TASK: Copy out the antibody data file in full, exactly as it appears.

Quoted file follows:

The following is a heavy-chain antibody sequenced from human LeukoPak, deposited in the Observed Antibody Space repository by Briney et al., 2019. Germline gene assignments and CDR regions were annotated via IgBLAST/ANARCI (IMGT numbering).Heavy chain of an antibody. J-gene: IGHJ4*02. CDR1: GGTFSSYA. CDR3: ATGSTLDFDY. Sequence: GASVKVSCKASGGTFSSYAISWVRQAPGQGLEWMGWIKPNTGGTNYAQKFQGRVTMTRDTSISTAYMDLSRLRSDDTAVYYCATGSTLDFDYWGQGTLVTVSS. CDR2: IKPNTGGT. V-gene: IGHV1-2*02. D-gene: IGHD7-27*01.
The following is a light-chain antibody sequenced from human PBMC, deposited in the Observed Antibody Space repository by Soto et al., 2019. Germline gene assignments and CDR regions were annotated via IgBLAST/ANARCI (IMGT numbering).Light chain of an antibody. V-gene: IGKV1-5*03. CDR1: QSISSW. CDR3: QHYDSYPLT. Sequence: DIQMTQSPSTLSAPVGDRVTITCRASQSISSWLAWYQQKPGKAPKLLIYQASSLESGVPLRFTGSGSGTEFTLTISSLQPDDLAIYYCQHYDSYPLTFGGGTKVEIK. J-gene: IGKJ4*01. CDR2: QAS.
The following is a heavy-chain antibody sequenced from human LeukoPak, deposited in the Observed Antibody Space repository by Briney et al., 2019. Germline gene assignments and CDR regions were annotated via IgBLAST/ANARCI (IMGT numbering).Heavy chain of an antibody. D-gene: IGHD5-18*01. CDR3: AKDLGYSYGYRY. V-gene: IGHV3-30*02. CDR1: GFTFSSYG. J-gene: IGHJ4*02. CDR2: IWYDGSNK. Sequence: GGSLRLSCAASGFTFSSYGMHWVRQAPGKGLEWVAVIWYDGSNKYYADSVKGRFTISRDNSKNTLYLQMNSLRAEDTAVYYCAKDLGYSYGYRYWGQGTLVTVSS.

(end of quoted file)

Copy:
The following is a heavy-chain antibody sequenced from human LeukoPak, deposited in the Observed Antibody Space repository by Briney et al., 2019. Germline gene assignments and CDR regions were annotated via IgBLAST/ANARCI (IMGT numbering).Heavy chain of an antibody. J-gene: IGHJ4*02. CDR1: GGTFSSYA. CDR3: ATGSTLDFDY. Sequence: GASVKVSCKASGGTFSSYAISWVRQAPGQGLEWMGWIKPNTGGTNYAQKFQGRVTMTRDTSISTAYMDLSRLRSDDTAVYYCATGSTLDFDYWGQGTLVTVSS. CDR2: IKPNTGGT. V-gene: IGHV1-2*02. D-gene: IGHD7-27*01.
The following is a light-chain antibody sequenced from human PBMC, deposited in the Observed Antibody Space repository by Soto et al., 2019. Germline gene assignments and CDR regions were annotated via IgBLAST/ANARCI (IMGT numbering).Light chain of an antibody. V-gene: IGKV1-5*03. CDR1: QSISSW. CDR3: QHYDSYPLT. Sequence: DIQMTQSPSTLSAPVGDRVTITCRASQSISSWLAWYQQKPGKAPKLLIYQASSLESGVPLRFTGSGSGTEFTLTISSLQPDDLAIYYCQHYDSYPLTFGGGTKVEIK. J-gene: IGKJ4*01. CDR2: QAS.
The following is a heavy-chain antibody sequenced from human LeukoPak, deposited in the Observed Antibody Space repository by Briney et al., 2019. Germline gene assignments and CDR regions were annotated via IgBLAST/ANARCI (IMGT numbering).Heavy chain of an antibody. D-gene: IGHD5-18*01. CDR3: AKDLGYSYGYRY. V-gene: IGHV3-30*02. CDR1: GFTFSSYG. J-gene: IGHJ4*02. CDR2: IWYDGSNK. Sequence: GGSLRLSCAASGFTFSSYGMHWVRQAPGKGLEWVAVIWYDGSNKYYADSVKGRFTISRDNSKNTLYLQMNSLRAEDTAVYYCAKDLGYSYGYRYWGQGTLVTVSS.